Birds

The art of wasting time

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National Tulip Day in Dam Square, Amsterdam

This weekend, as with every weekend, I had a mental list (sometimes it’s even a written list) of things I wanted to get done. For instance, this weekend I wanted to clean the bathroom, hoover, do laundry, revise for a Dutch test, work on an essay I’ve been writing, write a blog post and make a start on reading a report for work. There’s also the food shopping that needs doing, that dreaded chore that we usually end up leaving until late on a Sunday. That’s a lot of stuff to get done in one weekend, especially considering writing can easily swallow up an entire day.

So, its Sunday evening and how did I do?
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My imaginary pet bird

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This Christmas I got an early present from my boyfriend, a little bird to go on our tree. He bought it for me because I’d previously mentioned a similar tree decoration that I’d had as a kid. It was a similar sized little bird with wire on its feet to attach it to the tree, but the decoration I remember from my childhood was a robin (as far as I can tell this new bird is an as yet undiscovered species – my bird book doesn’t have any promising leads either).Read More »My imaginary pet bird

Visitation from a sparrowhawk

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Image by Meneer Zjeroen

Image by Meneer Zjeroen

There is a tree right outside my office at work and someone in the office above me has bird feeders on their window ledge that drop feed down on to my window ledge. This means I usually have a lot of birds right outside my window (and inside it too if I leave it open too wide!). With all the birds around there’s usually a lot of twittering and cooing going on, which is why I looked up from my desk today, wondering why it was so quiet outside. Immediately I saw the reason for the silence – a sparrowhawk.

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Explorations: University Park Campus

View if the Trent Building and the lake

View if the Trent Building and the lake

I recently moved to Nottingham with my boyfriend and although I love our little second floor flat I’ve definitely been missing my garden back home and my weekly jogs round Alexandra Park. It just goes to show what a difference even a little patch of green can make. Also having shops right on our doorstep means I’ve been getting considerably less exercise, so yesterday I was determined to find a nice green space and go for a long walk. We settled on the University of Nottingham’s University Park Campus, which has a large boating lake and grounds that are open to the public.Read More »Explorations: University Park Campus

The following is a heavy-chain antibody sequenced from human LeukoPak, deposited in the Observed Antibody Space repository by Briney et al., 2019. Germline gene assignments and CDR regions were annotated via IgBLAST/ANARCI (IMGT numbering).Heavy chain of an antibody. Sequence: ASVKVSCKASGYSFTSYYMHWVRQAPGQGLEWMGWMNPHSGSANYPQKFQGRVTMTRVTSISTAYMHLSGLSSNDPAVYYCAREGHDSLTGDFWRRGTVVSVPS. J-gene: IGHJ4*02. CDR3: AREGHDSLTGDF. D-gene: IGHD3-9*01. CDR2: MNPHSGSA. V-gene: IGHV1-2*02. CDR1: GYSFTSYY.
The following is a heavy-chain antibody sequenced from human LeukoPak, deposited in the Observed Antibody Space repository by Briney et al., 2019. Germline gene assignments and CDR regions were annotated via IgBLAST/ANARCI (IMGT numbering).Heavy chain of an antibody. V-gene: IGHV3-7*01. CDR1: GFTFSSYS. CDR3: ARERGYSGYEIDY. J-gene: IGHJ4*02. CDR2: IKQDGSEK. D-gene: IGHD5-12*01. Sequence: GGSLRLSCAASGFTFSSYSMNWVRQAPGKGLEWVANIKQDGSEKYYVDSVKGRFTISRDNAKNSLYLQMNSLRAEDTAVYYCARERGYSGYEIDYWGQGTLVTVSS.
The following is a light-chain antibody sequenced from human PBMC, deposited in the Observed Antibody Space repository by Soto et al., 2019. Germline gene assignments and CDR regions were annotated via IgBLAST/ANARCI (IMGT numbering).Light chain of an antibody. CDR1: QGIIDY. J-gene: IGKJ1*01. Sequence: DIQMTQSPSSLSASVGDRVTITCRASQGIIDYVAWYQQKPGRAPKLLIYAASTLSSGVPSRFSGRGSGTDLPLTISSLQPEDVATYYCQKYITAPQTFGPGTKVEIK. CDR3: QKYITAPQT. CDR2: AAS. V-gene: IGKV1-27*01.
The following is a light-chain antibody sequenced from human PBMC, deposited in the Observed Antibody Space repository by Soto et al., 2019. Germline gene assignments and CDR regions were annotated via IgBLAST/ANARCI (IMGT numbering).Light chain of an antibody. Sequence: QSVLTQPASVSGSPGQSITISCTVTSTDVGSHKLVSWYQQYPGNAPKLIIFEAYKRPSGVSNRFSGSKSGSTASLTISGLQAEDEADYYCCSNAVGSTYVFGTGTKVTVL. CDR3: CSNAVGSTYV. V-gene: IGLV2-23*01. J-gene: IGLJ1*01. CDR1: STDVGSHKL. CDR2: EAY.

Bowing Pigeons

Wood Pigeon

Wood Pigeon

Today as I was watching the garden through my binoculars I noticed two wood pigeons on a branch. I don’t usually pay much attention to the wood pigeons. There are so many of them in our garden and they seem too close to their abundant inner city neighbours to be of interest. However, today I didn’t simply skim over them and I was rewarded with an interesting display.Read More »Bowing Pigeons

The Names of Birds

Blue Tit

Blue Tit

For an aspiring nature writing I am able to identify shamefully few birds. Of course there is an argument to be made for not knowing the names of things. Names are weighted and change the way we think about an object or creature. However, as a writer it is good to be able to tell the reader that I saw a blue tit in the garden this morning, rather than I saw a ‘blue and yellow’ bird, which is what I typed in to Google when I spotted the bird through my binoculars.Read More »The Names of Birds

Review: The Peregrine by J.A. Baker

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The Peregrine is written in the form of a diary that spans from October to April and purports to chart a single wintering season of the peregrines in a small corner of Essex. However, The Peregrine is in fact the culmination of 10 years of stalking and observing on the part of Baker. Baker is a monomaniac, he is obsessed and hypnotised by peregrines, and his level of dedication to them is what makes this book so intriguing and worth the read.

I was sceptical about how interesting a book about one man following a single species of bird could be, and to be honest it is a slow read, but then The Peregrine is a book that demands to be read slowly and savoured. Time and again I found myself re-reading sentences over and over, not because I kept getting distracted or because I didn’t understand them, but because of the beauty of Baker’s language and the clarity with which he portrays the life of the world around him.Read More »Review: The Peregrine by J.A. Baker